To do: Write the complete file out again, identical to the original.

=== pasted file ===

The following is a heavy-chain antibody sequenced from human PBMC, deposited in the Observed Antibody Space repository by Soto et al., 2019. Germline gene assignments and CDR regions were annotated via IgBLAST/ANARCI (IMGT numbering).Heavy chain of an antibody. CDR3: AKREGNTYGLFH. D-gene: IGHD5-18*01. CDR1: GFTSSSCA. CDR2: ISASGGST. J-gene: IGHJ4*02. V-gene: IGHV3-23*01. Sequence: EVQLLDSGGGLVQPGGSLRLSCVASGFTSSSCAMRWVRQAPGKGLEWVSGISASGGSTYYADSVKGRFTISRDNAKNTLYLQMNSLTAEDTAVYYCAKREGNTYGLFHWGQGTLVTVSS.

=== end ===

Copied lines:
The following is a heavy-chain antibody sequenced from human PBMC, deposited in the Observed Antibody Space repository by Soto et al., 2019. Germline gene assignments and CDR regions were annotated via IgBLAST/ANARCI (IMGT numbering).Heavy chain of an antibody. CDR3: AKREGNTYGLFH. D-gene: IGHD5-18*01. CDR1: GFTSSSCA. CDR2: ISASGGST. J-gene: IGHJ4*02. V-gene: IGHV3-23*01. Sequence: EVQLLDSGGGLVQPGGSLRLSCVASGFTSSSCAMRWVRQAPGKGLEWVSGISASGGSTYYADSVKGRFTISRDNAKNTLYLQMNSLTAEDTAVYYCAKREGNTYGLFHWGQGTLVTVSS.